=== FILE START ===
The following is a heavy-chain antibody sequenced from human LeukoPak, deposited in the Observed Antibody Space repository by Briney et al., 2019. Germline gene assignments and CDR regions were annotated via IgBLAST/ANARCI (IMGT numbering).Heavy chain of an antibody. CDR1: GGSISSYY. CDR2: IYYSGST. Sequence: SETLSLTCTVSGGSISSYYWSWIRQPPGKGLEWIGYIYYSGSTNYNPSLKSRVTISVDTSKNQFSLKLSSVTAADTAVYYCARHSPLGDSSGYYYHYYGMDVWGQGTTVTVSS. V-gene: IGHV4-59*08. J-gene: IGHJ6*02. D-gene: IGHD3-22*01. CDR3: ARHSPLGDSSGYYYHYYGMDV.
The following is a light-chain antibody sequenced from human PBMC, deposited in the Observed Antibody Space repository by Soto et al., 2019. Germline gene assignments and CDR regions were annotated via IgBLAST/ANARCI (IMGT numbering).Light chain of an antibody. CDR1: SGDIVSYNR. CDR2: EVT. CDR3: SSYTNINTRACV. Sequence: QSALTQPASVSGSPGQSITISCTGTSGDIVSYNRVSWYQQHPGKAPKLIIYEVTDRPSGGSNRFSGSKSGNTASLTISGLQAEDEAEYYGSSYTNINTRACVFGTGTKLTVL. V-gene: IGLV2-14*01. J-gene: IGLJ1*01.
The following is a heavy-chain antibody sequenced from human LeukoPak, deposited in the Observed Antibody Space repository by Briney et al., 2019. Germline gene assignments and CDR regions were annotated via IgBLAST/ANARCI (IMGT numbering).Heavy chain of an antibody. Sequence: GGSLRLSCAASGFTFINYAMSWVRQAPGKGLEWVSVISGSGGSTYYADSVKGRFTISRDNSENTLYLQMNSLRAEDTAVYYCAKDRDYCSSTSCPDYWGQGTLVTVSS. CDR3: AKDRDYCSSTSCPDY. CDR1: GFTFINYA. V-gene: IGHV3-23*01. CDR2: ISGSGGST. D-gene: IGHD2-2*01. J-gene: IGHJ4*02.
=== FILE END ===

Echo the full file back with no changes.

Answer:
The following is a heavy-chain antibody sequenced from human LeukoPak, deposited in the Observed Antibody Space repository by Briney et al., 2019. Germline gene assignments and CDR regions were annotated via IgBLAST/ANARCI (IMGT numbering).Heavy chain of an antibody. CDR1: GGSISSYY. CDR2: IYYSGST. Sequence: SETLSLTCTVSGGSISSYYWSWIRQPPGKGLEWIGYIYYSGSTNYNPSLKSRVTISVDTSKNQFSLKLSSVTAADTAVYYCARHSPLGDSSGYYYHYYGMDVWGQGTTVTVSS. V-gene: IGHV4-59*08. J-gene: IGHJ6*02. D-gene: IGHD3-22*01. CDR3: ARHSPLGDSSGYYYHYYGMDV.
The following is a light-chain antibody sequenced from human PBMC, deposited in the Observed Antibody Space repository by Soto et al., 2019. Germline gene assignments and CDR regions were annotated via IgBLAST/ANARCI (IMGT numbering).Light chain of an antibody. CDR1: SGDIVSYNR. CDR2: EVT. CDR3: SSYTNINTRACV. Sequence: QSALTQPASVSGSPGQSITISCTGTSGDIVSYNRVSWYQQHPGKAPKLIIYEVTDRPSGGSNRFSGSKSGNTASLTISGLQAEDEAEYYGSSYTNINTRACVFGTGTKLTVL. V-gene: IGLV2-14*01. J-gene: IGLJ1*01.
The following is a heavy-chain antibody sequenced from human LeukoPak, deposited in the Observed Antibody Space repository by Briney et al., 2019. Germline gene assignments and CDR regions were annotated via IgBLAST/ANARCI (IMGT numbering).Heavy chain of an antibody. Sequence: GGSLRLSCAASGFTFINYAMSWVRQAPGKGLEWVSVISGSGGSTYYADSVKGRFTISRDNSENTLYLQMNSLRAEDTAVYYCAKDRDYCSSTSCPDYWGQGTLVTVSS. CDR3: AKDRDYCSSTSCPDY. CDR1: GFTFINYA. V-gene: IGHV3-23*01. CDR2: ISGSGGST. D-gene: IGHD2-2*01. J-gene: IGHJ4*02.